Consider large supermarkets and department stores that stock a wide variety of goods and services at the ‘best’ consumer rates. How many small businesses did they have to undercut to take their seat at the top of the table as the ‘go-to’ supplier for x, y and z? Previously any number of small businesses would have supplied their local communities with these goods. In doing this, small businesses helped share profits amongst each other and the local communities. Employees and owners see direct benefits as small businesses grow. Within large corporations, upper management tend to benefit from increased business performance, but workers at the coalface rarely see any of the spoils.
So, how to address this problem? Firstly, we can become more mindful of where we spend our money. Unless it is absolutely necessary, think local and buy local. Be proud to spend a bit extra knowing that the money you spend today will be re-invested into your community tomorrow.
Secondly, small business owners – unite and fight! In almost all cases, a larger competitor will be able to undercut you on price. But, it’s not the end of the world. You still have the benefit of playing on home turf. Find your unique voice, the niche that makes your business so good. Use your local relationships and knowledge to find out what will make your customers stay loyal (and even steal some customers back from the giants). Beat them on service. Beat them on experience.

4. Small Businesses Lead The Way With Innovation

Whilst larger companies would have you believe that they are the ones bringing out all the latest tech and innovation, the reverse is often true. The bureaucracy that comes with shareholders and large sums of money simply makes it too tricky for real risks to be taken in large businesses. You only have to look at a list of businesses that started in garages to know this to be true: Amazon, Apple, Hewlett-Packard, Google and many others. What makes small businesses so important is the fact that they in reality are able to set the bar for larger corporations. Small business owners have the time and inclination to keep ahead of their larger competitors – improvements in services and products are driven by small business.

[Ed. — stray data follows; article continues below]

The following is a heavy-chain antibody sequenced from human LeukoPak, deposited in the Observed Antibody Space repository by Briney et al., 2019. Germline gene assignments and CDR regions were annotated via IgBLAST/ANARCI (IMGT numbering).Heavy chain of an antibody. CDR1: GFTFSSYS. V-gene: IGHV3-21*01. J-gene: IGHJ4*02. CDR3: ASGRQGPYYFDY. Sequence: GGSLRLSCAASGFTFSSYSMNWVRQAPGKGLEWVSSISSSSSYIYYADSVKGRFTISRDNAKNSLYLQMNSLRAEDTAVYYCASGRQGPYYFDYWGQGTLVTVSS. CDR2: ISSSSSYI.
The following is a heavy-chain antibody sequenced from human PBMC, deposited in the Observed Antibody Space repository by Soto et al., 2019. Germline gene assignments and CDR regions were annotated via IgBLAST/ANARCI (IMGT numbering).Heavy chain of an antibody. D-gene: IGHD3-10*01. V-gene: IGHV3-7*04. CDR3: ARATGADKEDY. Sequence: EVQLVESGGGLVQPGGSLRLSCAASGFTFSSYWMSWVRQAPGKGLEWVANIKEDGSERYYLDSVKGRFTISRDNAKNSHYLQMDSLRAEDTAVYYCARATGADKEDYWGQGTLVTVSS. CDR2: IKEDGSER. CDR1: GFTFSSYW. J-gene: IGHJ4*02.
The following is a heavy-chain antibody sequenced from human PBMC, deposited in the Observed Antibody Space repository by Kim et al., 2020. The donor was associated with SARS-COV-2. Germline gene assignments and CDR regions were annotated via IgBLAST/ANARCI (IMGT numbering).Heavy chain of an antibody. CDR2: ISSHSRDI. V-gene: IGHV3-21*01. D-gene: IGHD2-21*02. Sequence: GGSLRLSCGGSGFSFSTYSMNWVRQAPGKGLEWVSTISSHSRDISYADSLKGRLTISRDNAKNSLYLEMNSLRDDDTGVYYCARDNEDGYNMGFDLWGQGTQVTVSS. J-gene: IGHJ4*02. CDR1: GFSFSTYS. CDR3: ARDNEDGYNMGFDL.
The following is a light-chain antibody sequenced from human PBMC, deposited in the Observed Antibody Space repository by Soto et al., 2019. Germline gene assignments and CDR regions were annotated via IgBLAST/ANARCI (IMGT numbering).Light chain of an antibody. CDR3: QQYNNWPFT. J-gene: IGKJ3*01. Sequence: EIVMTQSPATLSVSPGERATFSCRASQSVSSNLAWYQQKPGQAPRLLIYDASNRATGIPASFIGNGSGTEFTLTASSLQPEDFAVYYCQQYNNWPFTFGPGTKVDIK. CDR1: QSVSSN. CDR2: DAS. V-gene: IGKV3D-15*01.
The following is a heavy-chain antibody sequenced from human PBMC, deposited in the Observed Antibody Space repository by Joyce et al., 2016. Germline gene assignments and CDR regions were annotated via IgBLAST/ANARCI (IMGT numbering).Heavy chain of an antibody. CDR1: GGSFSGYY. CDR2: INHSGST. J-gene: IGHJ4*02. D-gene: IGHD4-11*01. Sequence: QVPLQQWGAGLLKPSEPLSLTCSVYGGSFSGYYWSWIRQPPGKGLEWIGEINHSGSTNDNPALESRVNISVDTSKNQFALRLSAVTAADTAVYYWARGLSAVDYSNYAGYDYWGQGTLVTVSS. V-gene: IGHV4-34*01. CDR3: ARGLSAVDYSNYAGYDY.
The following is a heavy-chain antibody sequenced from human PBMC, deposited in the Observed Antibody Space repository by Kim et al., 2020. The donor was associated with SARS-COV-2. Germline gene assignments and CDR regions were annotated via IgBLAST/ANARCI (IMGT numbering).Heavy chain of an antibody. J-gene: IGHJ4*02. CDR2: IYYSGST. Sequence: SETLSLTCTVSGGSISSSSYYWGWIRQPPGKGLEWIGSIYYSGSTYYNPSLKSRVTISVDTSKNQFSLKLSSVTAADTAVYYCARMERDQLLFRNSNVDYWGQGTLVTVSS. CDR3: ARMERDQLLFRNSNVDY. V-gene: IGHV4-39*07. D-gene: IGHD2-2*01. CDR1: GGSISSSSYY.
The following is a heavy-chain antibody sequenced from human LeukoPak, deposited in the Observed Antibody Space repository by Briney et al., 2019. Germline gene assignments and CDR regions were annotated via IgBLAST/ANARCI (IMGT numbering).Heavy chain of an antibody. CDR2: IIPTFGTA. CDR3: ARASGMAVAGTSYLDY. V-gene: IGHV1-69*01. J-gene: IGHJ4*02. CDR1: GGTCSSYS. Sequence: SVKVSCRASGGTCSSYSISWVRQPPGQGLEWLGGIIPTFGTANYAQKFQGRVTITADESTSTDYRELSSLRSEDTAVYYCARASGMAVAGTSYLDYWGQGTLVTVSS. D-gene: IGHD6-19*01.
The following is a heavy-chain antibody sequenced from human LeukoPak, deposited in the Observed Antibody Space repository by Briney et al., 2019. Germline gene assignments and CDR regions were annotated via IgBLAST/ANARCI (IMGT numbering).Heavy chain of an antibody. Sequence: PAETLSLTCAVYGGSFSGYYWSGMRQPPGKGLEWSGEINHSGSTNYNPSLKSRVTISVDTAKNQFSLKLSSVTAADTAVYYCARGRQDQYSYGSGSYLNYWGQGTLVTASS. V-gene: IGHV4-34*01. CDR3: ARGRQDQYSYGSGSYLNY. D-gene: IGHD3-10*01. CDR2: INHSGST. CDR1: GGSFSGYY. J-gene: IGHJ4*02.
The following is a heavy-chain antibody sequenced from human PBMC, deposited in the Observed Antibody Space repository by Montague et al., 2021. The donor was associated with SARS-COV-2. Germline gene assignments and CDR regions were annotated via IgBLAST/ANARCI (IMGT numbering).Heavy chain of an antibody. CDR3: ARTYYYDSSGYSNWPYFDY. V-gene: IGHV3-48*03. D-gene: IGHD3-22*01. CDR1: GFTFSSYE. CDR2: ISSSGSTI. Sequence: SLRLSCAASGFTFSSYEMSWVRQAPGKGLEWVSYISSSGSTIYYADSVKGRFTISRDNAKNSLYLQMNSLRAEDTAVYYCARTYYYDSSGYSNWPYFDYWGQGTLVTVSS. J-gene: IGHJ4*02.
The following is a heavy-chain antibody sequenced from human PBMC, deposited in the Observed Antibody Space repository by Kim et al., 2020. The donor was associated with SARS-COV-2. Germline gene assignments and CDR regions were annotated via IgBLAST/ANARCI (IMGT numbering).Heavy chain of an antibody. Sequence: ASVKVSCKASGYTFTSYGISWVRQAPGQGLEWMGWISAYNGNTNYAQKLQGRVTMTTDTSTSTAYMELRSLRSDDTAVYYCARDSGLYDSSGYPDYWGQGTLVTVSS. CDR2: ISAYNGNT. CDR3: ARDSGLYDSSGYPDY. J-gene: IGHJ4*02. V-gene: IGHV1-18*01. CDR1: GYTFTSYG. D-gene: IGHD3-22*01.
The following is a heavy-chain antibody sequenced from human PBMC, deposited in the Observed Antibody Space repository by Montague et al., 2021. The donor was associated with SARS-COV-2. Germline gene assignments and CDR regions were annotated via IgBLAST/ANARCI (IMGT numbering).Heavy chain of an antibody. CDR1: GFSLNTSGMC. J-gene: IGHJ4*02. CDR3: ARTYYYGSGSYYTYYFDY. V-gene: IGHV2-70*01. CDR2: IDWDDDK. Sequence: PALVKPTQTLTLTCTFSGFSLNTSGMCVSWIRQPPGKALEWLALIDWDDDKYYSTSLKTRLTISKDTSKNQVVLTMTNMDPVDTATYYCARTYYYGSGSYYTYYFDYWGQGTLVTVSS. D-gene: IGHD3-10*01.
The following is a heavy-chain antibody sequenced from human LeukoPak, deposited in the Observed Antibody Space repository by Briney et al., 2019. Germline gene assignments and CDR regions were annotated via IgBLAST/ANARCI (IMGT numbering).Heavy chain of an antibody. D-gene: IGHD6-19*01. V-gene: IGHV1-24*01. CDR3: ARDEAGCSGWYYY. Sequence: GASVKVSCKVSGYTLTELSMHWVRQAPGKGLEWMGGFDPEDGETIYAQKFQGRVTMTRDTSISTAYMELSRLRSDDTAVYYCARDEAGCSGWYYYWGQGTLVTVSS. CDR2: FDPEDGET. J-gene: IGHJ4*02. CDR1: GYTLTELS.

5. Small Businesses Will Become Big Businesses

Of course, we now come to the crux of it. Successful small businesses end up becoming successful big businesses. And, for all the seemingly negative comments made about big business in this post, there’s no denying that large businesses do benefit the economy and, in turn, the country and its people. Large businesses employ lots of staff, train skilled professionals and encourage international trade. Often, they also provide smaller companies with the leg-up they need to get their innovations off the ground.
However, what lies at the heart of the matter is that for there to even be a large business, there needs to have been a successful small business at the start. And that is why it is so important for small business owners to seek out and be offered the knowledge and support they need to succeed. It is a sad statistic that of new small companies in New Zealand, between 69% – 45% will fail in their first five year of trading. Consider all the lost opportunities and innovations that could have been born out of these businesses?